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holy daze

It was a mighty foggy morning the day before christmas.  Everything wrapped in a wet soft blanket of sorts.  Being a fog city girl, I kind of liked it – familiar and mysterious.


We took a walk to visit the creek, check on the water level, make sure it’s staying within its banks.  There has been some recent creek restoration work and the work is holding up nicely.  So far so good.


Highway 162 washed out on Friday.  See the post and photos. By Christmas eve morning the road was repaired well enough for travel.  The crew must have worked around the clock to set the culvert and fill in the hole.  It’s a one lane road, likely to stay that way until summer repair.  That works for me – let us drive out and go off to the festivities…


Holidays, holidaze, holy days, holey moley.  A bit of wretched excess, a bit of nostalgic tradition, a bit of fun, time with family, time to see the little cousins and the big cousins and catch up on gossip and all.  Eat and talk and talk and eat and talk and the day goes by.  Not too bad at all.


The grand babies got a bop bag clown.  Way too fun.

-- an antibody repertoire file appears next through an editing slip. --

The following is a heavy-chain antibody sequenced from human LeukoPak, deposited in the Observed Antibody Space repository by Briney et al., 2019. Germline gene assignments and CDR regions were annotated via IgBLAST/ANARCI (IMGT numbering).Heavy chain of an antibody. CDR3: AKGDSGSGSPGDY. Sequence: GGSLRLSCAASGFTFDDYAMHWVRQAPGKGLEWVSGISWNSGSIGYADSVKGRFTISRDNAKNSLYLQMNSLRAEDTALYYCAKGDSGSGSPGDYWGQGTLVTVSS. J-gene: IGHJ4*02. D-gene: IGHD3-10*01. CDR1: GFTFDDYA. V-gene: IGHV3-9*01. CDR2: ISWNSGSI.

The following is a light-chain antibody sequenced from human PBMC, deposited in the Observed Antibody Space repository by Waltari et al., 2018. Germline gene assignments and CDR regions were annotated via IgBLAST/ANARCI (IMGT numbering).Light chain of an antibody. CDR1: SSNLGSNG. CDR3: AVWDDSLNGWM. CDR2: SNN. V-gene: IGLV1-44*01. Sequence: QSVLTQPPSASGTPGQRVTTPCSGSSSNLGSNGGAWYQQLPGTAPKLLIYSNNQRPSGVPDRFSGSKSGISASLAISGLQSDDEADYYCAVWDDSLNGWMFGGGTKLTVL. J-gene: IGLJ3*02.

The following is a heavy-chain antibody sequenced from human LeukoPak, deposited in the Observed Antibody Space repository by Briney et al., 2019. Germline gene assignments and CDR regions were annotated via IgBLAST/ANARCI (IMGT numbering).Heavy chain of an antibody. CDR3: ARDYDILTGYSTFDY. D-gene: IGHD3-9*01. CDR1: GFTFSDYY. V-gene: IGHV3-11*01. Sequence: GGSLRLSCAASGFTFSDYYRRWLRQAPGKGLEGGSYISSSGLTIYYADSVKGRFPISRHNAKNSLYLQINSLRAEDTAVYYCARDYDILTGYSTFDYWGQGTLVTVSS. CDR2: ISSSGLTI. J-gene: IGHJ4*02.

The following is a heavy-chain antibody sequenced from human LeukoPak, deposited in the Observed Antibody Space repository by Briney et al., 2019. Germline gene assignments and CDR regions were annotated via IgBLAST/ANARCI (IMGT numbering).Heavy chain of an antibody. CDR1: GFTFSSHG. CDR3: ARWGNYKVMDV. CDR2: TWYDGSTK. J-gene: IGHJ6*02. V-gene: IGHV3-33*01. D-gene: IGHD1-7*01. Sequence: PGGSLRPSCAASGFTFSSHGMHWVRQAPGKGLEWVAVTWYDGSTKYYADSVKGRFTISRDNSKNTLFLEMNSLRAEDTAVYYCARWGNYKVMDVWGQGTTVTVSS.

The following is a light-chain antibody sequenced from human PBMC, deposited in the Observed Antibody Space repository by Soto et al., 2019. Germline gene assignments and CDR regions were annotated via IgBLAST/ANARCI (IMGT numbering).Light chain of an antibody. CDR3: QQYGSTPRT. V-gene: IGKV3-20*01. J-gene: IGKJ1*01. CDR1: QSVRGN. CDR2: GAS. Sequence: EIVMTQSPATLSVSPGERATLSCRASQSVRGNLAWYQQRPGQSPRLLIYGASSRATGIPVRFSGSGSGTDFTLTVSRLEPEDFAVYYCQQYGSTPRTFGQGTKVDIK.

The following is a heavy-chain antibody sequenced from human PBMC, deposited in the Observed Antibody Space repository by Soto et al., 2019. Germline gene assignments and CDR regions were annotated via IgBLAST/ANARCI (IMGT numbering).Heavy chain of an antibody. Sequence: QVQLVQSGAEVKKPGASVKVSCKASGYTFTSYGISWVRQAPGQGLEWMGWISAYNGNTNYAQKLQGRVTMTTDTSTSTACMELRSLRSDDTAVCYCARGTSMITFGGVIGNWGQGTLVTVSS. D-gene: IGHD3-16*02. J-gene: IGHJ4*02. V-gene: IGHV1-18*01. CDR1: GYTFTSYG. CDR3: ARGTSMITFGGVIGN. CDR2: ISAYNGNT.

The city visit is over and we are back at home.  The fire’s burning, the dogs are glad to be inside the house. The days are getting longer, the ground is getting colder – the wheel is turning and turning.

foggy morn

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Stuck in the Valley


The big news yesterday was that the main road into town had washed out.  Yes indeed, Highway 162 is impassable, as the semi truck discovered.  The big rig was crossing a soft spot when the road gave way and the back axle and wheels were lost down the sink hole.  Fortunately the truck made it safely across.  These photos are from the Willits News, full story here.


There was a lot of talk about being cut off from the “rest of civilization.”   How long would the food last in the super market, how much gas was in the gas station tanks, how would medical emergencies be handled, what were the alternative routes and was it right that there were locked gates on some of the roads?   But there was a lot of excitement and anticipation too.  Kind of like getting snowed in and having to deal with various challenges.  We all enjoyed the break in the routine.